It's 23 skidoo for central Indiana's streak of 90-degree temperatures.
With a Tuesday high hitting "only" 89 degrees, a record-breaking hot streak that begin July 17 ended officially on Aug. 8.
That was Monday afternoon, when central Indiana's record heat wave maxed out at 23 straight days of 90 degrees or higher.
The National Weather Service (NWS) says the official temperature at Indianapolis International Airport Monday hit 90 degrees shortly after 1 p.m., and by 2 p.m., it had reached 91.
The NWS said Tuesday's temperature repeatedly bounced between 88 and 89 as clouds came and went.
The last time the area had such a lengthy heat wave was 75 years ago, when it recorded 19 straight days at 90 or above in August 1936.
The slang phrase "23 skidoo" generally refers to taking advantage of an opportunity to leave, that is "getting (out) while the getting's good." That may be the case with the 90-degree days, but not so with the overall summer heat.
Another record streak will continue with Tuesday marking the 39th straight day of 85 degrees or hotter temperatures being recorded in central Indiana. Also the streak of 80-degree days -- at 44 days -- may also be in jeopardy. That streak could fall as early as today and more likely this weekend when clouds and rain are forecast.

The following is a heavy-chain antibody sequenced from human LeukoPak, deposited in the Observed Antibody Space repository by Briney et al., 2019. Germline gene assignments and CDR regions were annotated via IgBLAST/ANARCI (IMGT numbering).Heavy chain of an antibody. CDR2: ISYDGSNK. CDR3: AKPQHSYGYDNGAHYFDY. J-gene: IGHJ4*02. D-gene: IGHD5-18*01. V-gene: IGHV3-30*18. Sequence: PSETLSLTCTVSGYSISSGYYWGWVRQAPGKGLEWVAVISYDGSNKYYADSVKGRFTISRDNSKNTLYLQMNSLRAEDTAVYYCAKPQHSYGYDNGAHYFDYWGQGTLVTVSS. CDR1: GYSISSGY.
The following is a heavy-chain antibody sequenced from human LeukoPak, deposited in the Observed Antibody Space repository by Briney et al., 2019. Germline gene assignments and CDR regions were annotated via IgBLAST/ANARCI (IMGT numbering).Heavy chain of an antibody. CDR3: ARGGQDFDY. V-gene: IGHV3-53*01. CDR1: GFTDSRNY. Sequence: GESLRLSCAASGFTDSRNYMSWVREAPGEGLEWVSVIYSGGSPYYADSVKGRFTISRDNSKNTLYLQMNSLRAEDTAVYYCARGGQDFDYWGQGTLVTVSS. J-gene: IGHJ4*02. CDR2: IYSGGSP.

Monday's rain dumped up to two inches of rain in some areas of central Indiana, but many spots are still struggling with drought.
The National Oceanic and Atmospheric Administration says last month's heat wave led to the fourth warmest July on record for the United States.
Persistent, scorching heat in the central and eastern regions of the U.S. shattered long-standing daily and monthly temperature records last month, the NOAA said.
The heat exacerbated drought conditions, resulting in the largest "exceptional" drought footprint in the 12-year history of the U.S. Drought Monitor.
The average U.S. temperature in July was 77.0 degrees F, which is 2.7 degrees F above the long-term (1901-2000) average. Precipitation, averaged across the nation, was 2.46 inches. This was 0.32 inch below the long-term average, with large variability between regions.